Gallbladder and biliary tree (anatomy, gallstones)

hello you guys probably seen the title

of the videos you know what I'm gonna

talk about but I'm gonna talk about for

the sake of structure the biliary tree

the biliary apparatus the bile ducts the

gall bladder

you know bile stuff right I guess the

aim is so in recent weeks I've been

talking about three amigos right I've

been talking about structures within the

abdomen so we'd be looking at the liver

which makes the bile we'd be looking at

the duodenum which receives the bile

we've talked about functions of the

small intestine we've talked about bits

and bobs so we've kind of you know

circled our way around the biliary tree

so now I should lay down the structures

of the biliary tree and we'll follow

them from the liver to the duodenum

we'll name it all stuff like that

all right bile is made by the

hepatocytes in the liver and bile hat I

mean it's got those two main functions

or two main functional ideas here one

bile is waste that's going to be

excreted and that's the pigment part of


so bile within the gall bladder we've

got a gall bladder on here

booze and noise take the gall bladder oh

yeah look say the gall bladder is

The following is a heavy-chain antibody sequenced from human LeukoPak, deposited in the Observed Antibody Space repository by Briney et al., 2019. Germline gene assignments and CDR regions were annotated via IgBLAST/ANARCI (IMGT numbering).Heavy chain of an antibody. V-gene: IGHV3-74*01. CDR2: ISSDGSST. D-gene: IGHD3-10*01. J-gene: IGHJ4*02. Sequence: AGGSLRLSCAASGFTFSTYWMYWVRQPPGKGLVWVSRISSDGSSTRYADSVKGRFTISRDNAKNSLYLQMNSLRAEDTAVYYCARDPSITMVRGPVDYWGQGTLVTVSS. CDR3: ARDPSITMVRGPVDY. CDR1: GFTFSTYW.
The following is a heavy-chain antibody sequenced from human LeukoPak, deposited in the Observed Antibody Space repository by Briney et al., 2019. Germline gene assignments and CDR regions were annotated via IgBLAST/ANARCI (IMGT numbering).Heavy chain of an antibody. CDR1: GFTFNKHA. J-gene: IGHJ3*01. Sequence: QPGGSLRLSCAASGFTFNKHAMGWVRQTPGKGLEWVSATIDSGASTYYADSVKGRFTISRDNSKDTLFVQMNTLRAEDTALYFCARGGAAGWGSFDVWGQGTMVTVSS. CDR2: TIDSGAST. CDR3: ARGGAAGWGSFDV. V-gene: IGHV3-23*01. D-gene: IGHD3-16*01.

typically green and won't meet the sect

we see the gall bladders green in fact

we see the region of the abdomen around

it is also stained green so bile within

the gall bladder has this green pigment

so that's the waste part and we talked

about it off probably in the liver or

maybe in the large intestine one we

talked about how that green pigment that

so we're talking about bilirubin and

stuff like that right in there and

stucco billon how that's the waste

product part of the bile that's going to

be put into the small intestine and then

is eventually you know get excreted from

us that's what makes feces brown that's

what gives you the brown color and the

other part the other functional

of pile is that it emulsifies facts

within the duodenum and in fact while

the liver is constantly producing bile

the gallbladder as we'll see it has a

muscular layer within it and when a

fatty meal enters the duodenum that's

what causes the gallbladder to contract

and squeeze by either gallbladder and it

causes the sphincters that would

normally stop file from getting to the

duodenum to relax and open and and bile

is then secreted into the duodenum as a

result of that fat within within the